In a part feverish state and the curious proceeding of Chloe Caldwell’s novella, I find myself constantly thinking back to what she’d said, whether the aspect of the mental health in the novel resonates personally, how odd that I relate to it so deeply, and how much of it she has experienced first-hand – obsession and passion and self-destruction. It also, again surprisingly and curiously throws up vivid details from our meetings I did not really think I registered; Voice, manner, gestures and style. I recall the way she held her pen when she had taken to write out a piece for someone asking for help and donations. I recall how she went about it conscious of her handwriting and her manner and yet I couldn’t for my life remember whether she used her right or her left hand. Something of the hold that I remember suggests it could be the left but I couldn’t be sure. 

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As I turn over a page I burst out laughing, at three points on the two sides is the word ‘haha’, her commitment to the process is amusing. I underline some bits but since she has maintained an overall neatness to the pages, taking cue from it- take to tick marking and making vertical lines in the margins, along the bits I like; a lot are the same. I know the difference on looking back since hers is a firm hand and mine a soft dawdling one; I draw over her smiley at another point… and at another where she has put a question mark, over a confusion I grasp, I am tempted to write down a response.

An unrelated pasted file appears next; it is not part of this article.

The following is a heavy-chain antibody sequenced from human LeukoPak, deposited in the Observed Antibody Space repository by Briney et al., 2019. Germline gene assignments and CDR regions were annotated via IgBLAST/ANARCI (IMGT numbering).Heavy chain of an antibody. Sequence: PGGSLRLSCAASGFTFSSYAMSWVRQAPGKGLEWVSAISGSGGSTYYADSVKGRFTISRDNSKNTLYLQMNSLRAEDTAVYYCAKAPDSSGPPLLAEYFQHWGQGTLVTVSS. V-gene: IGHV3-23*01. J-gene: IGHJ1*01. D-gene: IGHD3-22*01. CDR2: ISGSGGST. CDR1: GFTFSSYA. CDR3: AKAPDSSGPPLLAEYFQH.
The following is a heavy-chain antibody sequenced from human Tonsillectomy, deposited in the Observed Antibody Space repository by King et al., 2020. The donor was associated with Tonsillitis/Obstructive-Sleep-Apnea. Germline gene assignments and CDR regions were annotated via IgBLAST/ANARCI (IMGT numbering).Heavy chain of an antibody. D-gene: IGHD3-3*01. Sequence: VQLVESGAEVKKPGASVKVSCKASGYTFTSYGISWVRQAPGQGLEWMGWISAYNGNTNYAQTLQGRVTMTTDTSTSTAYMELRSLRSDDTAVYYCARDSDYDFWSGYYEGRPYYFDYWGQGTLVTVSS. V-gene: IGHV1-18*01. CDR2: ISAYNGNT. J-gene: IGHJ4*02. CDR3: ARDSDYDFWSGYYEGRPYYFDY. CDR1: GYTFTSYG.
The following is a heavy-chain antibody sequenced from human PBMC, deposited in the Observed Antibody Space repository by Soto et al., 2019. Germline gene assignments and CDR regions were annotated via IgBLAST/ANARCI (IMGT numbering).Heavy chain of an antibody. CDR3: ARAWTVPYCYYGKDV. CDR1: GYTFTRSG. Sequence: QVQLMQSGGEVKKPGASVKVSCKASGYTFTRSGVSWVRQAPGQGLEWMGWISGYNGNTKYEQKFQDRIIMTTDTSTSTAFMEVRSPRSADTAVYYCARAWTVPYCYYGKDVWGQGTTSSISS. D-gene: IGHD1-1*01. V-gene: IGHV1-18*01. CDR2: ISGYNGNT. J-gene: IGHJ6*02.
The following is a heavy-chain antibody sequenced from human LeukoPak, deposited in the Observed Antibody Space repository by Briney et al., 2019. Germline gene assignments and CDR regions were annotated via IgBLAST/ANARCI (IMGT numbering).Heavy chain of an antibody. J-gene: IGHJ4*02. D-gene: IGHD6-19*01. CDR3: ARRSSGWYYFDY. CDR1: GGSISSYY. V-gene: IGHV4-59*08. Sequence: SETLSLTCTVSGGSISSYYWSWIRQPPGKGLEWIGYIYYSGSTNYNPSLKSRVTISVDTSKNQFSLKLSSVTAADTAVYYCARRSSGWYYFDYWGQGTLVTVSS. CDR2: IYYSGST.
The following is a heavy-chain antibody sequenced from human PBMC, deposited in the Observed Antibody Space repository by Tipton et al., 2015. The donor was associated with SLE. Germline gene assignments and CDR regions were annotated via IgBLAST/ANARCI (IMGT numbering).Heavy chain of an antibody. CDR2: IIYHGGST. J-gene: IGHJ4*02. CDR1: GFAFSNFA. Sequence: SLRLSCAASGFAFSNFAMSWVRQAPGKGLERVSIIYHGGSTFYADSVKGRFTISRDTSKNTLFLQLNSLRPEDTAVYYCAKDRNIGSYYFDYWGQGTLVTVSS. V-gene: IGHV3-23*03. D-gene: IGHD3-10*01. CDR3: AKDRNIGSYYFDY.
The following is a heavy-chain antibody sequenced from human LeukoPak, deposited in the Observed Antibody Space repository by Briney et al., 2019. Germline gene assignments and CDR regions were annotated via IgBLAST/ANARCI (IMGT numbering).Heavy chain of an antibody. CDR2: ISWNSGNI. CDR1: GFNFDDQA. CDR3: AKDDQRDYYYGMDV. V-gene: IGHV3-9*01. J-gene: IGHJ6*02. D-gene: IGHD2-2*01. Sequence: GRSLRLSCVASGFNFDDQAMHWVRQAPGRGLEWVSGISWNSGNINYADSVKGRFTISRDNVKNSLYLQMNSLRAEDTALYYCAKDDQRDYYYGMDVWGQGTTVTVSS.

While relaying a story of a passionate, transgressive (extra commitment), destructive love relation, Women by Chloe Caldwell discusses female sexuality, and casually meanders around the queer scene with a trans friend, and references to dykes, lesbians, butches and experimentation.

While relaying a story of a passionate, transgressive (extra commitment), destructive love relation, Women by Chloe Caldwell discusses female sexuality, and casually meanders around the queer scene with a trans friend, and references to dykes, lesbians, butches and experimentation. The fulcrum of the story, other than the initial erotica bit, is mental health – patterns of behavior, the high of drugs and emotions, manipulation (if you want to call it that), therapy, ache and ultimately a somewhat recovery – hope.

I set down the book after having woken up unusually early to complete it since I had plans to travel. Though I want to resist telling her, and instead write her something on it, I message and let her know, ‘I’m done’ – though I say nothing ‘of’ it, as yet. 

Now, how do you express to a person without being ridiculous that sharing an experience of a slim novella seems to have done away with some inhibitions, revealed a lot more than expected, that it is mildly scary, has turned the head too swiftly into intimate alleys and has unmistakably forged somewhat of a bond.
And then, I wonder, how much of this was deliberate.  


Chitra is a litty head. In pursuit of wonder. She holds a degree of Masters in English Literature. Involved in psychology, law and in a more staccato fashion, physics. You can reach her at csdaakbox@gmail.com.